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    Civil War Archive of Rufus P. Staniels, New Hampshire 13th Infantry. An archive of seven letters Staniels wrote to Selina Aiken Cook (1839-1915) of Portland, Maine, whom he would later marry in November 1865. Each letter is accompanied by a canceled postal cover, and ranging in date from May 4 to October 10, 1864. 1) Letter signed "R.P.S." Five pages, 5" x 8", Camp near Yorktown, Virginia; May 4, 1864. In this letter, Staniels writes that "we have struck & turned in all of our 'Wall' & 'A' tents this morning & hereafter shall have our little shelters to get under. There is a movement of troops hereabout as you will probably learn in good time. Our courage & spirits are good & all are disposed to make the best of whatever we may have to meet & to do their best in their several lines of duty." 2) Letter signed "Rufus." One page, 5" x 8", Avenue House, Washington, DC; June 9, 1864. Writing several days after he was wounded at the Battle of Cold Harbor, Staniels informs Selina Cook that he "arrived here last night in good condition. My wound is pretty painful but I think is doing well....I shall try to start for home in a day or two." 3) Letter signed "R. P. Staniels." Three pages of a bifolium, 5" x 8", Chesapeake U. S. General Hospital, Hampton, Virginia; August 17, 1864. In this letter, Staniels tries to assure Selina Cook that all is well despite his return to a hospital. "I think I told you that is case I did get along very well I thought it likely that I should go to the Hospital for a short time." Although he was feeling weak, he felt "considerably better than I did yesterday & think with good care I shall soon get better." 4) Letter signed "R.P.S." Four page bifolium, 5" x 8", Chesapeake General Hospital, [Hampton, Virginia]; August 28, 1864. Still confined to the hospital, Staniels writes that he is pleased with the accommodations and care in the hospital, but wishes he were home. While still weak, he is feeling a little better. "My wound does not trouble me but a very little, as they put on something when I first came in which has hardened the wound over & I can use my arm most as well as ever." 5) Letter signed "R.P.S." Four page bifolium, 5" x 8", Chesapeake General Hospital, Hampton, Virginia; September 3, 1864. Staniels writes of the monotony and boredom of hospital life, that he is slowly improving, and his appetite is getting better. 6) Letter signed "R.P.S." Four page bifolium, U. S. General Hospital, Hampton, Virginia; September 9, 1864. Still in the Chesapeake Hospital, Staniels writes that he is "improving daily, although slowly in health." 7) Letter signed "R.P. Staniels." Ten pages, 5" x 8", U.S. General Hospital, Fort Monroe, Virginia; October 10, [1864]. Although still in the hospital, Staniels writes that he has been out riding and visiting. He also conveys news of "the recent action" concerning the Union assault on Fort Harrison on September 29, in which "our Regt. lost pretty heavy. Capt. [Gustavus A.] Forbush & Lt. R. R. Thompson (formerly of Co. H) were killed. Thirteen enlisted men were killed and fifty-seven wounded. Seven officers were also wounded."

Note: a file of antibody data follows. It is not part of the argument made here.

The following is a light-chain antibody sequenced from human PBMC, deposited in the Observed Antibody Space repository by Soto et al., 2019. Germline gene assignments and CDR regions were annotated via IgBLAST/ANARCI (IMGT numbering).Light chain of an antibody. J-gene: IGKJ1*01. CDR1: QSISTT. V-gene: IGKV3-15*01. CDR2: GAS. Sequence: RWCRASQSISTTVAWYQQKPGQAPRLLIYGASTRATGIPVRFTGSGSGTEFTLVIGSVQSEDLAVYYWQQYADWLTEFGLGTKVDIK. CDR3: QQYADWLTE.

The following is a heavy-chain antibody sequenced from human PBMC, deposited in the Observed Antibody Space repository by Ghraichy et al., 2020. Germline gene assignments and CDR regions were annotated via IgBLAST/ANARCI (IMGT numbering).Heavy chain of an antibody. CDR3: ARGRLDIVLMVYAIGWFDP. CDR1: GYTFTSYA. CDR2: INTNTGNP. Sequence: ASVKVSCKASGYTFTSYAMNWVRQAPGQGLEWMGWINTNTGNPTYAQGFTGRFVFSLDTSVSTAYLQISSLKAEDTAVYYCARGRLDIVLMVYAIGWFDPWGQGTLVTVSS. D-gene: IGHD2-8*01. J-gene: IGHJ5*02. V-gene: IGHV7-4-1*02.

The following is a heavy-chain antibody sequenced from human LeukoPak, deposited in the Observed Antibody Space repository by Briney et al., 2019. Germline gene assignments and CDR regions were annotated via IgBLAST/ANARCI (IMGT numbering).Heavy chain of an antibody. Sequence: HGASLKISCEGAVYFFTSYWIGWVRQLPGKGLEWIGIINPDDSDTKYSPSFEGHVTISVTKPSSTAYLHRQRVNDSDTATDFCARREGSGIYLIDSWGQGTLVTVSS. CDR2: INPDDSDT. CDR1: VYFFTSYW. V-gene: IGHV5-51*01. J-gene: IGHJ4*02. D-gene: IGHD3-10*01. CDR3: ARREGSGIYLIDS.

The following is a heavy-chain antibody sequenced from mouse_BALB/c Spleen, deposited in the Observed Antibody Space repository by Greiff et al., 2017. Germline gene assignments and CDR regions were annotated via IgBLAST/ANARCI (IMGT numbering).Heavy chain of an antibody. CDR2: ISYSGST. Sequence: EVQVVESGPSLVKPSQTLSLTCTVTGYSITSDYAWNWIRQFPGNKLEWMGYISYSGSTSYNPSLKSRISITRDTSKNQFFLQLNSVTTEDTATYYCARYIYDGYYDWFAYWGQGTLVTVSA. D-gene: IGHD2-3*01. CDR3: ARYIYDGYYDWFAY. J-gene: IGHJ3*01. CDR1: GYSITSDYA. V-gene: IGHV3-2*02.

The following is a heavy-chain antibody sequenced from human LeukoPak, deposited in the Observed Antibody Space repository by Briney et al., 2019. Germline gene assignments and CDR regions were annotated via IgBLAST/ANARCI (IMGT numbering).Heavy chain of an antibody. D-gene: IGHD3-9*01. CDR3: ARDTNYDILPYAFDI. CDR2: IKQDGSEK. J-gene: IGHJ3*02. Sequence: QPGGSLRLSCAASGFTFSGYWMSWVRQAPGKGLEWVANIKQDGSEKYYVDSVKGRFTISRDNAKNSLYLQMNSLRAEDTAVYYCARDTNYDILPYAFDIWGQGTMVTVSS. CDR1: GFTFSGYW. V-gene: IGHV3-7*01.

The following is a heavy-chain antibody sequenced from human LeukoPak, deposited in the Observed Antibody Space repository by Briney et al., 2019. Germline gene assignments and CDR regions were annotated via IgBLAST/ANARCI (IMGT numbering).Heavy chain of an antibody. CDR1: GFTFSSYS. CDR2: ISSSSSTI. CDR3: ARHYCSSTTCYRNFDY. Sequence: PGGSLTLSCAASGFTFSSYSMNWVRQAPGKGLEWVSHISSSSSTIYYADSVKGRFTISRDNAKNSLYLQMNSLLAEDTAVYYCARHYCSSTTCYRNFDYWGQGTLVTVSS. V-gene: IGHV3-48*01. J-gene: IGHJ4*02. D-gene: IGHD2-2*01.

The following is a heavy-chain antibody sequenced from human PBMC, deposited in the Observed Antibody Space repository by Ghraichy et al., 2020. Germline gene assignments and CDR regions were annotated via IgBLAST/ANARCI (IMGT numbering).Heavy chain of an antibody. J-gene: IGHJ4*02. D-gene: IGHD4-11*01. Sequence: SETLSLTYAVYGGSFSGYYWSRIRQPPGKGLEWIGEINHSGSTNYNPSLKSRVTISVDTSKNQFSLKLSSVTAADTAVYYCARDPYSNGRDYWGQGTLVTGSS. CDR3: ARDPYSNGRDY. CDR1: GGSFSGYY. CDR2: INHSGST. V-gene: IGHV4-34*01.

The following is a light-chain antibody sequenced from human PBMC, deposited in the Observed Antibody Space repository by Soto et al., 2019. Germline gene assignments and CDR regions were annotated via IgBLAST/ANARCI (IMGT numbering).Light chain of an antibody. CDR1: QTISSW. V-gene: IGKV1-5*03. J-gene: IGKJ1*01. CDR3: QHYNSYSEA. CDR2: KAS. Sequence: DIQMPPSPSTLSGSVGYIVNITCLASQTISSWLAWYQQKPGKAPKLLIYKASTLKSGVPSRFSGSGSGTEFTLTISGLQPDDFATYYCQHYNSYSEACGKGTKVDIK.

Rufus Putnam Staniels (1833-1890) was born Chichester, New Hampshire, the son of Charles Herbert Staniels (1810-1879) and Elizabeth N. Johnson (1810-1834). Before he joined the 13th New Hampshire Infantry, Staniels worked as a sewing machine agent for Williams & Orvis's Family Sewing Machine in Concord, New Hampshire. Staniels enlisted on August 29, 1862 in Concord, and was mustered into the 13th New Hampshire Infantry and was promoted to 1st lieutenant in 1863. He was severely wounded on June 1, 1864 at the Battle of Cold Harbor, Virginia, but resumed his service and was promoted to the rank of captain on July 15, 1864. Staniels later became assistant adjutant-general on General Edward Hastings Ripley's staff, whose troops were among the first to enter Richmond after the evacuation. He was mustered out on June 21, 1865 at Richmond, Virginia, and returned to Concord and began a mercantile career. He wrote the letters to Selina Aiken Cook (1839-1915) of Portland, Cumberland County, Maine, whom he would later marry in November 1865.

    The 13th New Hampshire Volunteer Infantry served in the Union Army during the American Civil War. The unit was organized in Concord, New Hampshire, and mustered in for a three-year enlistment on September 20, 1862. The regiment was participated in a number of engagements, including the Battle of Fredericksburg, the Battle of Cold Harbor, the Siege of Petersburg, the Battle of Chaffin's Farm, and the Battle of Fair Oaks. The regiment is reputed to have the distinction of having the first U.S. flags in the city of Richmond, Virginia, on April 3, 1865. The 13th New Hampshire Infantry mustered out of service June 22, 1865.

    The letters are accompanied by typed transcriptions.

    Letter s have the usual folds; otherwise good.

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